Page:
“Are you the owner?” I often ask an excellent person at any of the many retail outlets I visit.
And the answer is most often “No.”
At the risk of over-sharing, I am a big Sorbet fan. I like the prices, the local products, the ethos of founder Ian Fuhr and the rewards.
After it hit town, I stopped going my other regular haunts.
The shops I frequent are fully black-run from top to toe – literally. The staff are well-trained and excellent. The managers understand complex systems and because it’s an outward facing sector, their customer relations are often excellent.
But the stores I visit are not black-owned because the franchise costs are too high. Many employees want to be owners. I know there are black-owned Sorbet stores, but it seems the exception rather than the rule.
Then, Nandos. My other favourite. Happiness comes in the shape of a quarter chicken, spicy rice, halloumi salad. Their advertising campaigns are saucier than their peri-peri and the chain’s legendary support of the arts make it my go-to spot for chicken and feel good. Again, the stores are completely black-managed, but not black-owned.
READ: Black industrialists – key players in government’s commitment to grow SA
I know that there are some black-owned Nandos outlets, but there could be more. South Africans eat chicken like Indians eat curry, and so the story is the same as Chicken Licken, Nandos, Mochachos and the myriad franchises where wings fly out of the door.
The retail home improvement industry is another example, as are coffee chains like Starbucks and Seattle Coffee.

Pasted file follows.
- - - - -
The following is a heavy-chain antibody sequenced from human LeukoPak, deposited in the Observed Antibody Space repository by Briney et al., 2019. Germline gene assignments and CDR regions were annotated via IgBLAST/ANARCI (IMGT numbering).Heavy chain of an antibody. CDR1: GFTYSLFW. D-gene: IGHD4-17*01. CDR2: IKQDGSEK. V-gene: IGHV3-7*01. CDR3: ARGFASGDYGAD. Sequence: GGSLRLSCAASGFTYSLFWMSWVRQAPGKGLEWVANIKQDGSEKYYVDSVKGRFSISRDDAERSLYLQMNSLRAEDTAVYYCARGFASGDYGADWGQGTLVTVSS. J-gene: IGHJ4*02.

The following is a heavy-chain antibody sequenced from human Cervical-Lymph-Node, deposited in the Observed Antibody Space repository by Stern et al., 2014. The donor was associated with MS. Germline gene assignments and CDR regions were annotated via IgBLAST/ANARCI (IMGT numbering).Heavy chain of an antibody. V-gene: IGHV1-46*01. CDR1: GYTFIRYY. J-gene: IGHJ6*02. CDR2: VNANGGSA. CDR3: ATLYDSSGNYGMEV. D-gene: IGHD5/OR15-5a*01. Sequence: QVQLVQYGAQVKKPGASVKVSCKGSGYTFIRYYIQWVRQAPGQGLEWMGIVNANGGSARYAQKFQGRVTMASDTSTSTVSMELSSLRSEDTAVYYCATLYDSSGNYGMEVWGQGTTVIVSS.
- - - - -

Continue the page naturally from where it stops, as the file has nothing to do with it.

For decades, the government has poured billions down the drain in state support for micro and small businesses that do not survive. State agencies sprouted like mushrooms to support the sector but they too often got mired in corruption and mismanagement to survive. And then they are shut down and new ones started in their stead.
Every time I look, there’s a restructure of small business support agencies happening. How many millions of good Rands have been spent on the administration of the agencies the state’s created to support small business?
Government money wasted
There’s a thesis waiting to be done. The ANC runs a developmental state which means it places great store in state-led development of the small business sector, but its record of doing so efficiently well and successfully is extremely chequered.
I’m not a free market nut who thinks the state should have no business in business support. Japan, South Korea and other countries have shown that state support can have a catalytic and evolutionary impact on the economy.
Not here, though. Government wastes money on this. It would be much better for the government to support the excellent black managers who run so many excellent franchise stores to buy their own.
There is an existing franchise support system in place so it would cut out the enormous administrative costs of a government trying to build one to be run by government bureaucrats who haven’t run a business in their lives and who treat the agencies as extractive industries to give contracts to cronies.
READ: B-BBEE verification company has certificate suspended following Agrizzi testimony
Supporting franchises could be cheaper, more efficient and a way to get black business people over the capital barrier on which they often come unstuck. Wealth studies show that a key barrier to social mobility is an absence of capital to start a business.
Because members of the black middle-class are often supporters of extended family, capital runs up the generations rather than down. There is often no wealthy relative who can guarantee a loan to start a business or to provide the start-up capital to pay the franchise costs.
This is not an argument for black people to become franchise-owners only. But it is an area of proven skill and talent; of management depth, and it could be catalytic for black ownership in cities and towns.
Published at Fri, 12 Apr 2019 06:13:45 +0000